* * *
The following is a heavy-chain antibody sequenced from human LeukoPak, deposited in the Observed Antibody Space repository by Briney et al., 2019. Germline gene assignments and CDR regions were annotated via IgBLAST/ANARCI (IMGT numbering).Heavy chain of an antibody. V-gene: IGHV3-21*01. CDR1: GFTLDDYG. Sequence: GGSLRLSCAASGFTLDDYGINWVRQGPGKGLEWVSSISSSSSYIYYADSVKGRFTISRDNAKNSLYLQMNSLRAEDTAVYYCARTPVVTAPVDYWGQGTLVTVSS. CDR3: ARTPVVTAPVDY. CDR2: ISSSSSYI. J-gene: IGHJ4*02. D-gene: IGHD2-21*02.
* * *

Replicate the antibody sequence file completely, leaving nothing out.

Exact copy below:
The following is a heavy-chain antibody sequenced from human LeukoPak, deposited in the Observed Antibody Space repository by Briney et al., 2019. Germline gene assignments and CDR regions were annotated via IgBLAST/ANARCI (IMGT numbering).Heavy chain of an antibody. V-gene: IGHV3-21*01. CDR1: GFTLDDYG. Sequence: GGSLRLSCAASGFTLDDYGINWVRQGPGKGLEWVSSISSSSSYIYYADSVKGRFTISRDNAKNSLYLQMNSLRAEDTAVYYCARTPVVTAPVDYWGQGTLVTVSS. CDR3: ARTPVVTAPVDY. CDR2: ISSSSSYI. J-gene: IGHJ4*02. D-gene: IGHD2-21*02.